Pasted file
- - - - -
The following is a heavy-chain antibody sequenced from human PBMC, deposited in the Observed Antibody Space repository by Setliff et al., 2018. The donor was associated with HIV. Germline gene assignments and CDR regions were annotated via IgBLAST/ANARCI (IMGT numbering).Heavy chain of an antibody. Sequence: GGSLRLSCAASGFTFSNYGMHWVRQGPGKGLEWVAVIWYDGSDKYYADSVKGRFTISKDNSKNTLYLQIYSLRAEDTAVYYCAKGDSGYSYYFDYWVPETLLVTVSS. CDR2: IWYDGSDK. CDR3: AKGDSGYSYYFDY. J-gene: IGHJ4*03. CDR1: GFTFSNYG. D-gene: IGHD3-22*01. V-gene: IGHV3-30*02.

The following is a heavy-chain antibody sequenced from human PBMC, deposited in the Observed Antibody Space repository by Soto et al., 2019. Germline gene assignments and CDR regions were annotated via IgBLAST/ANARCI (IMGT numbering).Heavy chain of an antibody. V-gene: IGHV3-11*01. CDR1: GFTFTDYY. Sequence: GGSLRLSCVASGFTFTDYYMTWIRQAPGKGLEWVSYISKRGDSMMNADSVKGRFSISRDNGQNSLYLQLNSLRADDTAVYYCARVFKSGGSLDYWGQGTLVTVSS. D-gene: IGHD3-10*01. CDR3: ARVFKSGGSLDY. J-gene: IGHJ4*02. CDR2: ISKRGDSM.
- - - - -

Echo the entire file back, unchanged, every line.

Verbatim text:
The following is a heavy-chain antibody sequenced from human PBMC, deposited in the Observed Antibody Space repository by Setliff et al., 2018. The donor was associated with HIV. Germline gene assignments and CDR regions were annotated via IgBLAST/ANARCI (IMGT numbering).Heavy chain of an antibody. Sequence: GGSLRLSCAASGFTFSNYGMHWVRQGPGKGLEWVAVIWYDGSDKYYADSVKGRFTISKDNSKNTLYLQIYSLRAEDTAVYYCAKGDSGYSYYFDYWVPETLLVTVSS. CDR2: IWYDGSDK. CDR3: AKGDSGYSYYFDY. J-gene: IGHJ4*03. CDR1: GFTFSNYG. D-gene: IGHD3-22*01. V-gene: IGHV3-30*02.

The following is a heavy-chain antibody sequenced from human PBMC, deposited in the Observed Antibody Space repository by Soto et al., 2019. Germline gene assignments and CDR regions were annotated via IgBLAST/ANARCI (IMGT numbering).Heavy chain of an antibody. V-gene: IGHV3-11*01. CDR1: GFTFTDYY. Sequence: GGSLRLSCVASGFTFTDYYMTWIRQAPGKGLEWVSYISKRGDSMMNADSVKGRFSISRDNGQNSLYLQLNSLRADDTAVYYCARVFKSGGSLDYWGQGTLVTVSS. D-gene: IGHD3-10*01. CDR3: ARVFKSGGSLDY. J-gene: IGHJ4*02. CDR2: ISKRGDSM.